I have faith, not blind faith mind you, in people and by extension humanity. Not the institutions and organizations we’ve formed to reinforce our differences. Those distort our perceptions through insistent terminology that divides, not joins. It’s the individual that concerns me, which is why I see every person as a human being first and foremost. So I’ll tell you, that is if you’re still reading, an old story.
From 1984 to 1986 I was in the US Army stationed at McCully Barracks at Wackernheim in West Germany. Thanks to Reagan’s hawkish posturing it was a somewhat tense time there. Older Germans who remembered WW2 and the stories of the Soviet Army’s treatment of German civilians welcomed us and appreciated our presence. Younger Germans not so much. There were terrorism issues in Europe, the Red Army, memories of the Baader Meinhof gang and such. We had lists of places to avoid for various reasons including potential terrorist threats. In fact, about 18 months after this story a woman lured an American serviceman out of a club to a location where he was murdered by her cohorts. They used his ID with a changed photo to plant a car bomb on Rhein Main AFB that killed four people. Thats later though.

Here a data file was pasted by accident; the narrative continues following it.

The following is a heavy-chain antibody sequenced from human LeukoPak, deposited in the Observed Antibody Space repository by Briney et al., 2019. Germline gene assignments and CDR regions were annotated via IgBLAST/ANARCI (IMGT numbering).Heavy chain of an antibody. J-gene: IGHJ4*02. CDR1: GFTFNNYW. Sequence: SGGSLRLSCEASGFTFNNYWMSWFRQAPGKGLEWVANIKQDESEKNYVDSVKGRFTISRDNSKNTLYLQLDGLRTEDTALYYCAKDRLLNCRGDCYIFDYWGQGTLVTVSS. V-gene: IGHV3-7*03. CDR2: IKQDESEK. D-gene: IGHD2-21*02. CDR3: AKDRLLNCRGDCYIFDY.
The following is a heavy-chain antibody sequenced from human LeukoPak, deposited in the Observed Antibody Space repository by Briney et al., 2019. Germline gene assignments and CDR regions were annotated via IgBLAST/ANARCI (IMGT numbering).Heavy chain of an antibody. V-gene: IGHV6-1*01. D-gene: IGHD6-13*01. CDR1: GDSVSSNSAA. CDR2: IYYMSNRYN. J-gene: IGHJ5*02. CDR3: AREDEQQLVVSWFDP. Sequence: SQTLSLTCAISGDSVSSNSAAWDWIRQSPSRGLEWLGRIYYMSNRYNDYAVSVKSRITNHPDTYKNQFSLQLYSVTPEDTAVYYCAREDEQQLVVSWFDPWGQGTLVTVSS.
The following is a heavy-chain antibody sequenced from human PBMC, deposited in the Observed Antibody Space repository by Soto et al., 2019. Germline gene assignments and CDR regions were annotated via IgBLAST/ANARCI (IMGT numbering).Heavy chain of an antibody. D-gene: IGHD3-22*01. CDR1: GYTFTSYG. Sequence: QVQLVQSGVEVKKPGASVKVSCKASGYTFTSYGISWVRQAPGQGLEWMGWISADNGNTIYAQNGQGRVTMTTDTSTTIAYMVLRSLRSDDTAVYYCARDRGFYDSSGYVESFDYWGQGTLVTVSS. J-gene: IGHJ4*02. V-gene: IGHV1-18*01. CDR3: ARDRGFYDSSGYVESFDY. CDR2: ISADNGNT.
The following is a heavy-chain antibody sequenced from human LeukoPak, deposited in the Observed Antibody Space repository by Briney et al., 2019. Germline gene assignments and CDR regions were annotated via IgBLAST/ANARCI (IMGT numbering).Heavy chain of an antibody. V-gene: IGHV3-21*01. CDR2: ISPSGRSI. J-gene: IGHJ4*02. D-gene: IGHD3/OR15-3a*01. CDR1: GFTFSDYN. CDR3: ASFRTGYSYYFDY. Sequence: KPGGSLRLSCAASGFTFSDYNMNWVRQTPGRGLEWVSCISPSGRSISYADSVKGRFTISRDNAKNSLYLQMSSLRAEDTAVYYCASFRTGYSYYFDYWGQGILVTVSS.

I arrived in Germany in July of 1984. In October I went into the nearby city of Mainz with some friends. We had dinner, did some drinking, then they decided to go to Frankfurt am Main via train. I didn’t have enough money, so I got left at the Hauptbahnhof(Main train station). It was alright. I wanted to walk around the city some anyway. I wasn’t familiar with anything yet and enjoyed exploring on my own. So they left and I head over to the Mainz Dom Cathedral to take some pictures of it at night. I could take the bus back to Wackernheim so I wasn’t worried. I felt safe enough. Walking around by yourself nobody could really tell if you were American until you spoke.